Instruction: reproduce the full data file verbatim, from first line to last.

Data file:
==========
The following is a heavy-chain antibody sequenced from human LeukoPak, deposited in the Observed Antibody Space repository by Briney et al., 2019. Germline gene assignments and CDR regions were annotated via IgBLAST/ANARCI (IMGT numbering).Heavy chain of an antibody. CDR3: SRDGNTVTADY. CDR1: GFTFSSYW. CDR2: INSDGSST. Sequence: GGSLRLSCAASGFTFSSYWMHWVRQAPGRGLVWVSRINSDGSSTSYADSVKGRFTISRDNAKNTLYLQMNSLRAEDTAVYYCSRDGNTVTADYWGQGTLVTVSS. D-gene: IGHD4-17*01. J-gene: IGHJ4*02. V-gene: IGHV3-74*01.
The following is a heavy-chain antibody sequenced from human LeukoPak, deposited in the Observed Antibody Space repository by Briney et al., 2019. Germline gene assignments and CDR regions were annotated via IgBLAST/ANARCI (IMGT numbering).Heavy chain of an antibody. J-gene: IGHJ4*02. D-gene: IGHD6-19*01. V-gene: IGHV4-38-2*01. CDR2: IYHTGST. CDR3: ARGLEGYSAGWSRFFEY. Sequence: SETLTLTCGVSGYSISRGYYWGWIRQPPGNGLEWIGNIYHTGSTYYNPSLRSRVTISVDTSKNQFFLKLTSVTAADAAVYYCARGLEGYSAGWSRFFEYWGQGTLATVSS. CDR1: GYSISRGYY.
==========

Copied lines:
The following is a heavy-chain antibody sequenced from human LeukoPak, deposited in the Observed Antibody Space repository by Briney et al., 2019. Germline gene assignments and CDR regions were annotated via IgBLAST/ANARCI (IMGT numbering).Heavy chain of an antibody. CDR3: SRDGNTVTADY. CDR1: GFTFSSYW. CDR2: INSDGSST. Sequence: GGSLRLSCAASGFTFSSYWMHWVRQAPGRGLVWVSRINSDGSSTSYADSVKGRFTISRDNAKNTLYLQMNSLRAEDTAVYYCSRDGNTVTADYWGQGTLVTVSS. D-gene: IGHD4-17*01. J-gene: IGHJ4*02. V-gene: IGHV3-74*01.
The following is a heavy-chain antibody sequenced from human LeukoPak, deposited in the Observed Antibody Space repository by Briney et al., 2019. Germline gene assignments and CDR regions were annotated via IgBLAST/ANARCI (IMGT numbering).Heavy chain of an antibody. J-gene: IGHJ4*02. D-gene: IGHD6-19*01. V-gene: IGHV4-38-2*01. CDR2: IYHTGST. CDR3: ARGLEGYSAGWSRFFEY. Sequence: SETLTLTCGVSGYSISRGYYWGWIRQPPGNGLEWIGNIYHTGSTYYNPSLRSRVTISVDTSKNQFFLKLTSVTAADAAVYYCARGLEGYSAGWSRFFEYWGQGTLATVSS. CDR1: GYSISRGYY.